Knotel lays off up to a third of its New York-focused staff: sources

It comes six months after the company raised $400M from investors

Jan.January 17, 2020 10:32 AM
Knotel CEO Amol Sarva (Credit: iStock)

Knotel CEO Amol Sarva (Credit: iStock)

UPDATED, 11:39 a.m.: Knotel laid off as much as a third of its New York market-focused staff, as the company faces high vacancy rates and a drop in leasing activity.

Close to 20 people were fired this week from the co-working company’s office at 22 West 38th Street, former employees told The Real Deal. The location focuses on the firm’s New York market, and had between 50 and 60 employees.

The move follows the departure of the firm’s head of corporate finance last week.

A Knotel spokesperson confirmed that the layoffs had occurred but said it was “significantly lower” than a third of the New York office. The spokesperson would not say how many people were laid off, or if more were expected to be let go.

“Knotel has grown from two employees in one city to 500+ people in 17 cities over the past four years to become the leading global flexible workspace platform,” a statement from the company said, acknowledging the layoffs. “Our business will continue to evolve and change to best meet the needs of our customers.”

Employees are expected to hear from leadership today at a global all-hands meeting. Among those let go were sales representatives, customer service employees, a construction project manager and three employees who worked for the firm’s furniture business, known as Geometry, the former employees said. Knotel has a second New York office at 29 West 35th that houses human resources and business operations.

The layoffs come just six months after the firm announced it had reached a $1 billion valuation after raising $400 million. The funding round, which was backed by Kuwait’s sovereign wealth fund Wafra and Japan’s Mori Trust, Itochu and Mercuria Investment, was celebrated at an office party in August with flowing champagne, according to people who attended.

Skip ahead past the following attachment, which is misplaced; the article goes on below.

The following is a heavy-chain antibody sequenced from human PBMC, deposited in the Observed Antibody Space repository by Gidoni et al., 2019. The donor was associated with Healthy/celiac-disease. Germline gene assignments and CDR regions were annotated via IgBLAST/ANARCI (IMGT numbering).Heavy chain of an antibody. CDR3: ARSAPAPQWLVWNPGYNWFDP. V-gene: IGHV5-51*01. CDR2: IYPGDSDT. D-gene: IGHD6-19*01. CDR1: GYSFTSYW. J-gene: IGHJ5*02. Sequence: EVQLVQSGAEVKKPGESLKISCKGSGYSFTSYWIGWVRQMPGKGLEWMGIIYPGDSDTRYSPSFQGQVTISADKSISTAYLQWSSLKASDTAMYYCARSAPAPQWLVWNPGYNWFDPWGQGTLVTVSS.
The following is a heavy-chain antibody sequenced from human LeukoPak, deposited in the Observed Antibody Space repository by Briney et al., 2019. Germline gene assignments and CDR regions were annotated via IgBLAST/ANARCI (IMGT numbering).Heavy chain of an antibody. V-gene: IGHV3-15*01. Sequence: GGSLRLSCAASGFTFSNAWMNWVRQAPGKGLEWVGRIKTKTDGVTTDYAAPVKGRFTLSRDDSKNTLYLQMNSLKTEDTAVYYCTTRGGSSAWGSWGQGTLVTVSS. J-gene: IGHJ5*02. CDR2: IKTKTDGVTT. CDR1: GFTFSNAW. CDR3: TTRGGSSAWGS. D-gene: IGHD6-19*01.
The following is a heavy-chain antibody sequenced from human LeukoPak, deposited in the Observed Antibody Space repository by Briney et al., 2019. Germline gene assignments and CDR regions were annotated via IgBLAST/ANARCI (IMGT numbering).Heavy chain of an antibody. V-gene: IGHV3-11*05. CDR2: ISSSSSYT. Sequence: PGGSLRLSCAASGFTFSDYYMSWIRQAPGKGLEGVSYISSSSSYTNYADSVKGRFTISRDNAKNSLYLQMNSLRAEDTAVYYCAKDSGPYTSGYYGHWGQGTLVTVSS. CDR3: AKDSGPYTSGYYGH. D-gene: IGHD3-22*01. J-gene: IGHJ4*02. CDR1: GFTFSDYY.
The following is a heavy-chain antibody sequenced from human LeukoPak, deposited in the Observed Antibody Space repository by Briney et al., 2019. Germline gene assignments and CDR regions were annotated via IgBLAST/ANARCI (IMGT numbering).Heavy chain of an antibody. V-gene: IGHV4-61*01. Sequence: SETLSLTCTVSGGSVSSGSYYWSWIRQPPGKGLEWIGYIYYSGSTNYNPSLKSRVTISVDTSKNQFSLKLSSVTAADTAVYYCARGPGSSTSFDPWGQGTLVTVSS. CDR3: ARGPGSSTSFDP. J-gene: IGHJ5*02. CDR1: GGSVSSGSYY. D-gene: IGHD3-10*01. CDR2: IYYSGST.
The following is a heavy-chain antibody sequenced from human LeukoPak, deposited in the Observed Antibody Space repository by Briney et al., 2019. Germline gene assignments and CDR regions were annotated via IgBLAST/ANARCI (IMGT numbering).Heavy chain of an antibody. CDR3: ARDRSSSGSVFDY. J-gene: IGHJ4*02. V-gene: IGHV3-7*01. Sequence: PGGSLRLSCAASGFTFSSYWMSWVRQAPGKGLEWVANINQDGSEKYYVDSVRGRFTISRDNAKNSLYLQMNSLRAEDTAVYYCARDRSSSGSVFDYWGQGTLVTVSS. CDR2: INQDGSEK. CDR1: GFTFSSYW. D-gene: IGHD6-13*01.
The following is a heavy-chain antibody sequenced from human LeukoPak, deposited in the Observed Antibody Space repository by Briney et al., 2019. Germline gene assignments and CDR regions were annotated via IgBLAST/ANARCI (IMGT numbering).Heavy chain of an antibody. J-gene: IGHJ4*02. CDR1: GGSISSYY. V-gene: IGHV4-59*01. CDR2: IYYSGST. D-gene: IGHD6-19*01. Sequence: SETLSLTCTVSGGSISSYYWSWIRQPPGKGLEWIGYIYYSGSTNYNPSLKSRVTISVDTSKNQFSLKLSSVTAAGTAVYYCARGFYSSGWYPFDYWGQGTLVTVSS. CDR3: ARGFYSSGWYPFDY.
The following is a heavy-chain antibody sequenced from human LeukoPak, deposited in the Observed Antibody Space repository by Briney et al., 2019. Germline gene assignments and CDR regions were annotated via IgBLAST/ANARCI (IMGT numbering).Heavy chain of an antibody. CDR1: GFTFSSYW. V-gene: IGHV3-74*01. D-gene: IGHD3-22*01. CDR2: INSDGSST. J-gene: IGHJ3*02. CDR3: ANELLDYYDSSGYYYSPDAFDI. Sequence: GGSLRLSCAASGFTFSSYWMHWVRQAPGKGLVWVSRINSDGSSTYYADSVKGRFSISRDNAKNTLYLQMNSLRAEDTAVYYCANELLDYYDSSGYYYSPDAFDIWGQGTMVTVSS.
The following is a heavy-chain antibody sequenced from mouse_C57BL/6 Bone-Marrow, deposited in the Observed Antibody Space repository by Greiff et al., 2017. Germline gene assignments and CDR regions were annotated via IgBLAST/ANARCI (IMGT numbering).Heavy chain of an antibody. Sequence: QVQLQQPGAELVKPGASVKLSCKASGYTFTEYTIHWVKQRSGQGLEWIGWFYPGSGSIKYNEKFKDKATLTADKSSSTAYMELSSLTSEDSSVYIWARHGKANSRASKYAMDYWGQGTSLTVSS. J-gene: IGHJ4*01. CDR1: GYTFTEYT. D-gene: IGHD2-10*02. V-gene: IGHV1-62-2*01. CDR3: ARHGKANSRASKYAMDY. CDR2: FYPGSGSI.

“We thought it was going to make a lot of things better, but things only got worse,” said a former employee.

However, reports of high vacancy rates at the company’s locations have dogged the firm’s performance in recent months. Toward the end of last year, Knotel had 800,000 square feet of vacant space in New York, Crain’s reported. And last week, CNBC revealed that the firm’s leasing activity had dropped 80 percent in the fourth quarter of 2019 to 67,000-square feet.

The recent headlines about the company bring to mind the downfall of Knotel’s biggest competitor, WeWork. In six months, WeWork was forced to abandon plans for an IPO, forced out its CEO and co-founder Adam Neumann, and laid off thousands of employees. WeWork’s largest investor, SoftBank, is in the process of extending a $9 billion lifeline to the company to save it from potential bankruptcy.

Knotel has been similarly criticized for expanding at a rapid rate, without disclosing clear financial performance metrics.

Knotel’s leadership, including CEO Amol Sarva, has previously taken aim at WeWork. At the start of 2019, when WeWork laid off more than 300 employees, Sarva poked fun at the co-working giant, tweeting:

A year later, things have changed.

“There was a lot of shade thrown on other businesses,” a former Knotel employee said. “But it was the exact same business model.”

This is a breaking story. Check back for updates.

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